The aims of this study were (i) to determine the effect of an algoclay-based decontaminant on the oral availability of three mycotoxins (deoxynivalenol; DON, ochratoxin A; OTA, and aflatoxin B1; AFB1) using an oral bolus model and (ii) to determine the effect of this decontaminant on the performance, intestinal morphology, liver oxidative stress, and metabolism, in broiler chickens fed a diet naturally contaminated with DON. In experiment 1, sixteen 27-day-old male chickens (approximately 1.6 kg body weight; BW) were fasted for 12 h and then given a bolus containing either the mycotoxins (0.5 mg DON/kg BW, 0.25 mg OTA/kg BW, and 2.0 mg AFB1/kg BW) alone (n = 8) or combined with the decontaminant (2.5 g decontaminant/kg feed; circa 240 mg/kg BW) (n = 8). Blood samples were taken between 0 h (before bolus administration) and 24 h post-administration for DON-3-sulphate, OTA, and AFB1 quantification in plasma. The algoclay decontaminant decreased the relative oral bioavailability of DON (39.9%), OTA (44.3%), and AFB1 (64.1%). In experiment 2, one-day-old male Ross broilers (n = 600) were divided into three treatments with ten replicates. Each replicate was a pen with 20 birds. The broiler chickens were fed a control diet with negligible levels of DON (0.19–0.25 mg/kg) or diets naturally contaminated with moderate levels of DON (2.60–2.91 mg/kg), either supplemented or not with an algoclay-based decontaminant (2 g/kg diet). Jejunum villus damage was observed on day 28, followed by villus shortening on d37 in broiler chickens fed the DON-contaminated diet. This negative effect was not observed when the DON-contaminated diet was supplemented with the algoclay-based decontaminant. On d37, the mRNA expression of glutathione synthetase was significantly increased in the liver of broiler chickens fed the DON-contaminated diet. However, its expression was similar to the control when the birds were fed the DON-contaminated diet supplemented with the algoclay-based decontaminant. In conclusion, the algoclay-based decontaminant reduced the systemic exposure of broiler chickens to DON, OTA, and AFB1 in a single oral bolus model. This can be attributed to the binding of the mycotoxins in the gastrointestinal tract. Moreover, dietary contamination with DON at levels between 2.69 and 2.91 mg/kg did not impair production performance but had a negative impact on broiler chicken intestinal morphology and the liver redox system. When the algoclay-based decontaminant was added to the diet, the harm caused by DON was no longer observed. This correlates with the results obtained in the toxicokinetic assay and can be attributed to a decreased absorption of DON. Full article
(This article belongs to the Section Mycotoxins)
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13 pages, 5581 KiB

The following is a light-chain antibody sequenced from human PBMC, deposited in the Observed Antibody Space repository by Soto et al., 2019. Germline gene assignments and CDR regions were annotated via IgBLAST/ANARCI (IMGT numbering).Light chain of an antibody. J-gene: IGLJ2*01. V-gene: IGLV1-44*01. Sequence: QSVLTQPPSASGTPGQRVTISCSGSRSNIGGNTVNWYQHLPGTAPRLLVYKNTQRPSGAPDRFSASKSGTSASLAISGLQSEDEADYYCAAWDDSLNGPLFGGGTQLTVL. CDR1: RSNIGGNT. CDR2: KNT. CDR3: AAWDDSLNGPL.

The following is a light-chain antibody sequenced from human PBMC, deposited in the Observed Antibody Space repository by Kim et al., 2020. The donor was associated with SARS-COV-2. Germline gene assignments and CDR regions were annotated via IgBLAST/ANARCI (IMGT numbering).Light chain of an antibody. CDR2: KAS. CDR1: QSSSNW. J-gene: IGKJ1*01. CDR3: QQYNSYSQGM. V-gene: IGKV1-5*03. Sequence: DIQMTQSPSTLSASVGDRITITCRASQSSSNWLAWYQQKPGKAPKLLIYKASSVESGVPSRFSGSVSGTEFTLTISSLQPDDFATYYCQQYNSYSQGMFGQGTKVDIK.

Article
Microbial Community Response to Granular Peroxide-Based Algaecide Treatment of a Cyanobacterial Harmful Algal Bloom in Lake Okeechobee, Florida (USA)
by Forrest W. Lefler, Maximiliano Barbosa, David E. Berthold, Rory Roten, West M. Bishop and H. Dail Laughinghouse IV
Toxins 2024, 16(5), 206; https://doi.org/10.3390/toxins16050206 - 26 Apr 2024
Viewed by 774
Abstract
Cyanobacterial harmful algal blooms (cyanoHABs) occur in fresh water globally. These can degrade water quality and produce toxins, resulting in ecological and economic damages. Thus, short-term management methods (i.e., algaecides) are necessary to rapidly mitigate the negative impacts of cyanoHABs. In this study, [...] Read more.
Cyanobacterial harmful algal blooms (cyanoHABs) occur in fresh water globally. These can degrade water quality and produce toxins, resulting in ecological and economic damages. Thus, short-term management methods (i.e., algaecides) are necessary to rapidly mitigate the negative impacts of cyanoHABs. In this study, we assess the efficacy of a hydrogen peroxide-based algaecide (PAK® 27) on a Microcystis dominated bloom which occurred within the Pahokee Marina on Lake Okeechobee, Florida, USA. We observed a significant reduction in chlorophyll a (96.81%), phycocyanin (93.17%), and Microcystis cell counts (99.92%), and a substantial reduction in microcystins (86.7%) 48 h after treatment (HAT). Additionally, there was a significant shift in bacterial community structure 48 HAT, which coincided with an increase in the relative abundance of photosynthetic protists. These results indicate that hydrogen peroxide-based algaecides are an effective treatment method for cyanoHAB control and highlight their effects on non-target microorganisms (i.e., bacteria and protists). Full article
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18 pages, 1960 KiB  
Article
In Vitro Digestion and Intestinal Absorption of Mycotoxins Due to Exposure from Breakfast Cereals: Implications for Children’s Health
by Soraia V. M. de Sá, Miguel A. Faria, José O. Fernandes and Sara C. Cunha
Toxins 2024, 16(5), 205; https://doi.org/10.3390/toxins16050205 - 25 Apr 2024
Viewed by 668
Abstract
Breakfast cereals play a crucial role in children’s diets, providing essential nutrients that are vital for their growth and development. Children are known to be more susceptible than adults to the harmful effects of food contaminants, with mycotoxins being a common concern in [...] Read more.